Qantas Commits to New Airbus Fleet Order for Project Sunrise, Boeing 737 Replacement

Qantas confirmed its new Airbus fleet order on May 2, noting that a combined 40 new A220 and A321XLR aircraft will replace some of the aging 737s and 717s currently being operated on domestic routes. (Photo, courtesy of Airbus)

Qantas has confirmed a new order with Airbus that will introduce 12 A350-1000 Project Sunrise aircraft into its fleet, along with 40 new A220-300s and A321XLRs that will replace aging 737 and 717 aircraft currently being operated by the Australian airline.

The A350s will be capable of flying nonstop routes from Australia to any other city, including New York and London, and are the result of a research initiative Qantas participated in for several years evaluating the Boeing 787-9 and Airbus A350-1000 to operate what will become the longest nonstop routes ever operated by Qantas. Some of the primary routes Qantas evaluated the A350-1000 on include Brisbane to Paris, Melbourne to New York, and Sydney to London.

On the domestic side of its operations, a combined 95 total Boeing 737 and 717 aircraft will be retired and replaced by the incoming orders for the new A321XLRs and A220-300s, which Airbus will start to deliver late next year.

Qantas has included purchase right options for another 94 aircraft that are scheduled for delivery through at least 2034. Qantas Group CEO Alan Joyce compared the introduction of Project Sunrise to how the Boeing 707 “introduced the jet age, the 747 democratised travel,” in statements published by Qantas.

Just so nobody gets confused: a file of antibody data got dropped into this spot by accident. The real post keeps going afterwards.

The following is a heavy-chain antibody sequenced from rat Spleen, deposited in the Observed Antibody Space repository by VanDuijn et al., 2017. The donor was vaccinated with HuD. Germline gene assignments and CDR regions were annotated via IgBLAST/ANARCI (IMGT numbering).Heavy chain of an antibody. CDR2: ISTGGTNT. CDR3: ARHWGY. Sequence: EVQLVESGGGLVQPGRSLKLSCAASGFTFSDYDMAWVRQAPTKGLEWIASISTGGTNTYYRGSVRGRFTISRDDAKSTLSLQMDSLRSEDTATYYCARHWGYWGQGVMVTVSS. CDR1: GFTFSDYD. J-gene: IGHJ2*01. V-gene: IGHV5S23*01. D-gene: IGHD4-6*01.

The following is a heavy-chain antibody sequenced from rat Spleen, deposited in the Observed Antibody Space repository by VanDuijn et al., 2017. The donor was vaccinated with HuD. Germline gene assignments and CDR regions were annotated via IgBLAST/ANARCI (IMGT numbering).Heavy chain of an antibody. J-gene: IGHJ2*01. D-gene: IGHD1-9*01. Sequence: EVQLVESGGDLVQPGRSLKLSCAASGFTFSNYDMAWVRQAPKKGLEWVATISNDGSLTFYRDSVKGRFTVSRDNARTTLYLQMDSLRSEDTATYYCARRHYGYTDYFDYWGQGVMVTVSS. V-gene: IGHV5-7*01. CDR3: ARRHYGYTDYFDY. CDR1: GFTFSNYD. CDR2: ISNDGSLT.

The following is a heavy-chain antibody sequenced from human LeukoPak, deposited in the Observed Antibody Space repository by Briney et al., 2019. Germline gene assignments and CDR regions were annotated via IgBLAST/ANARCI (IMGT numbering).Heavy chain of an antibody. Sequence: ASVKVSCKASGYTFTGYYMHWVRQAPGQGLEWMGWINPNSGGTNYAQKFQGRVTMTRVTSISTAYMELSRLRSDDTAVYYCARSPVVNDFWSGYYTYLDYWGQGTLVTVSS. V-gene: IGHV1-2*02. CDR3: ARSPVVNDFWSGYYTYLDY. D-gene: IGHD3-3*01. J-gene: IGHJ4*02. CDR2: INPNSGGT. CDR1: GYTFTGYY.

“The A350 and Project Sunrise will make any city just one flight away from Australia. It’s the last frontier and the final fix for the tyranny of distance. As you’d expect, the cabin is being specially designed for maximum comfort in all classes for long-haul flying,” Joyce said.

The A350-1000s on order for Qantas will be powered by the Rolls Royce Trent XWB engine, and will require an additional fuel tank along with a slightly increased maximum takeoff weight to fly the Sunrise routes.

Joyce’s vision for Project Sunrise was effectively put on hold by the pandemic, after the CEO said in December 2019 that the carrier would ultimately make a decision on an order for the A350-1000  in March 2020. Two years later, Qantas included the Project Sunrise aircraft in the new fleet order that restructures an existing order agreement with Airbus of 109 A320s (plus purchase rights) for Qantas Group regional subsidiary Jetstar. That order will now be combined into “a single Qantas Group narrow body order of 299 aircraft (half of which are firm orders and half are purchase right options), with the flexibility to draw down on that order by choosing any variant from the A320 and A220 families,” according to details on the order released by Qantas.

“We have come through the other side of the pandemic a structurally different company. Our domestic market share is higher and the demand for direct international flights is even stronger than it was before COVID. The business case for Project Sunrise has an internal rate of return in the mid-teens,” Joyce said.

A release of its third-quarter fiscal year 2022 results showed an increase in passenger demand for Qantas, including increased “bookings for markets including London, Los Angeles, South Africa and Bali all above pre-COVID pandemic levels.”

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